- Welcome to the Purdue OWL
- Common core geometry unit 1 lesson 5 homework answers
- Writing an Education Research Paper
- APA Sample Paper // Purdue Writing Lab
You can assume that anybody reading your paper is familiar with the basic methods, so try not to explain every last detail. For example, an organic chemist or biochemist will be familiar with chromatography, so you only need to highlight the type of equipment used rather than explaining the whole process in detail. In the case of a survey , if you have too many questions to cover in the method, you can always include a copy of the questionnaire in the appendix. In this case, make sure that you refer to it. This is probably the most variable part of any research paper, and depends on the results and aims of the experiment.
For quantitative research , it is a presentation of the numerical results and data, whereas for qualitative research it should be a broader discussion of trends, without going into too much detail. For research generating a lot of results , then it is better to include tables or graphs of the analyzed data and leave the raw data in the appendix, so that a researcher can follow up and check your calculations.
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A commentary is essential to linking the results together, rather than just displaying isolated and unconnected charts and figures. It can be quite difficult to find a good balance between the results and the discussion section, because some findings, especially in a quantitative or descriptive experiment , will fall into a grey area.
Try to avoid repeating yourself too often. It is best to try to find a middle path, where you give a general overview of the data and then expand on it in the discussion - you should try to keep your own opinions and interpretations out of the results section, saving that for the discussion later on. This is where you elaborate on your findings, and explain what you found, adding your own personal interpretations. Ideally, you should link the discussion back to the introduction, addressing each point individually. In keeping with the hourglass principle, you can expand on the topic later in the conclusion.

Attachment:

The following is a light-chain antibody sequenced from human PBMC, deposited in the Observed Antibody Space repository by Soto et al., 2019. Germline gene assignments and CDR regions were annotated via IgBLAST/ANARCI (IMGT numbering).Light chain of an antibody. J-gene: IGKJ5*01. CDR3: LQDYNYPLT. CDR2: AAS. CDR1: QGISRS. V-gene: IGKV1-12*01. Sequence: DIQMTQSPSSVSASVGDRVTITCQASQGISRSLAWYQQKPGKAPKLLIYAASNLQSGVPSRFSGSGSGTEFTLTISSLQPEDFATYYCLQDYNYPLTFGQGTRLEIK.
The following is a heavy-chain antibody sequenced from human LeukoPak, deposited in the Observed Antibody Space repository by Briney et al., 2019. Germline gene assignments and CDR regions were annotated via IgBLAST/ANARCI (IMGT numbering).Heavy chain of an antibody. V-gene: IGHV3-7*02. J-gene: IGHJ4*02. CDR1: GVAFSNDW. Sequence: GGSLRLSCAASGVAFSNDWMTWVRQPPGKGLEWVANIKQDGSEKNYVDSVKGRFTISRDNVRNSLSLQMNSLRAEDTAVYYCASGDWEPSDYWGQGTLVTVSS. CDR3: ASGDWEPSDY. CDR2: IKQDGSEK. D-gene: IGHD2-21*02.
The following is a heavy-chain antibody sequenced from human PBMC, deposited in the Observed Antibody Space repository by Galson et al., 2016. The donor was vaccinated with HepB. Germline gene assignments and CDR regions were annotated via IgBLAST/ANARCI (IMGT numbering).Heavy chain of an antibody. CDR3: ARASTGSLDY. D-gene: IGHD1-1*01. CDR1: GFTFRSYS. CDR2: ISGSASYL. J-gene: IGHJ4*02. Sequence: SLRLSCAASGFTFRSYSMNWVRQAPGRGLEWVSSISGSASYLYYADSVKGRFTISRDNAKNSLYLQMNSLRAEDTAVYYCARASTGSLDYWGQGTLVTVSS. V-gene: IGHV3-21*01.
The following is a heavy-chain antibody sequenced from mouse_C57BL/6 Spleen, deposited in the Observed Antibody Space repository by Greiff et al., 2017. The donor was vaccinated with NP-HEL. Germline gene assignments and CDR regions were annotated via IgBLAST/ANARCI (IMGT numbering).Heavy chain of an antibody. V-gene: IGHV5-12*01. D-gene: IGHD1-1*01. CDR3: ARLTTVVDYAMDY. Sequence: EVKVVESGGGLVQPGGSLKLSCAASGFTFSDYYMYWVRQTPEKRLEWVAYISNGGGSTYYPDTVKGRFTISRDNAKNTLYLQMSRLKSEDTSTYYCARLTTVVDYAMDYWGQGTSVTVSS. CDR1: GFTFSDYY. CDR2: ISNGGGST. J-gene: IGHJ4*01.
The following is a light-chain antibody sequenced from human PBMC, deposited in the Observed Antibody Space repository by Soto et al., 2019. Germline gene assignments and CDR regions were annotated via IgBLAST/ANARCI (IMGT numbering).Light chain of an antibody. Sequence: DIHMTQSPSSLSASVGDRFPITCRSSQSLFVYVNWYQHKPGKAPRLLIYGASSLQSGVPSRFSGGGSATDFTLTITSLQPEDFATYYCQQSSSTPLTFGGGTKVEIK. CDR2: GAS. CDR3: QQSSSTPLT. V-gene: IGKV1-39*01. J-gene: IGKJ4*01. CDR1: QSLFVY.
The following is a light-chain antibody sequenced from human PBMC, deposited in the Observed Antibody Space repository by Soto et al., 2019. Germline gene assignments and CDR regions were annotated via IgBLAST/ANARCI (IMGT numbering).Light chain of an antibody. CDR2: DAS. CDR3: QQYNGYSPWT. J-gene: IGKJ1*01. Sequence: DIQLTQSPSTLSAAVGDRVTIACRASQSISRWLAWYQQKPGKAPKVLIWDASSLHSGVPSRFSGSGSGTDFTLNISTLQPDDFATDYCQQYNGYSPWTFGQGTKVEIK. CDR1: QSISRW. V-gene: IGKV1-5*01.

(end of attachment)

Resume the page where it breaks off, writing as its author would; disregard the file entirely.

The conclusion is where you build on your discussion and try to relate your findings to other research and to the world at large. In a short research paper, it may be a paragraph or two, or even a few lines. In a dissertation, it may well be the most important part of the entire paper - not only does it describe the results and discussion in detail, it emphasizes the importance of the results in the field, and ties it in with the previous research. Some research papers require a recommendations section, postulating the further directions of the research, as well as highlighting how any flaws affected the results.
In this case, you should suggest any improvements that could be made to the research design. No paper is complete without a reference list , documenting all the sources that you used for your research.
Common core geometry unit 1 lesson 5 homework answers
This should be laid out according to APA , MLA or other specified format, allowing any interested researcher to follow up on the research. One habit that is becoming more common, especially with online papers, is to include a reference to your own paper on the final page. Check out our quiz-page with tests about:.
Martyn Shuttleworth Jun 5, Parts of a Research Paper. Retrieved Oct 19, from Explorable.ponocamolo.tk
Writing an Education Research Paper
The text in this article is licensed under the Creative Commons-License Attribution 4. That is it. The transition into interpretive language can be a slippery slope. Consider the following two examples:.
The duration of exposure to running water had a pronounced effect on cumulative seed germination percentages Fig. The results of the germination experiment Fig. Strategy for Writing the Results Section. Frequently asked questions FAQs. What are the "results"? Those observations are then analyzed to yield an answer to the question.
In general, the answer is the " key result". The above statements apply regardless of the complexity of the analysis you employ. So, in an introductory course your analysis may consist of visual inspection of figures and simple calculations of means and standard deviations; in a later course you may be expected to apply and interpret a variety of statistical tests.
You instructor will tell you the level of analysis that is expected. For example, suppose you asked the question, " Is the average height of male students the same as female students in a pool of randomly selected Biology majors? You would then calculate the descriptive statistics for those samples mean, SD, n, range, etc and plot these numbers. In a course where statistical tests are not employed, you would visually inspect these plots. Suppose you found that male Biology majors are, on average, Differences, directionality, and magnitude : Report your results so as to provide as much information as possible to the reader about the nature of differences or relationships.
For eaxmple, if you testing for differences among groups, and you find a significant difference, it is not sufficient to simply report that "groups A and B were significantly different". How are they different? How much are they different? See also below about use of the word " significant. Organize the results section based on the sequence of Table and Figures you'll include. Prepare the Tables and Figures as soon as all the data are analyzed and arrange them in the sequence that best presents your findings in a logical way. A good strategy is to note, on a draft of each Table or Figure, the one or two key results you want to addess in the text portion of the Results.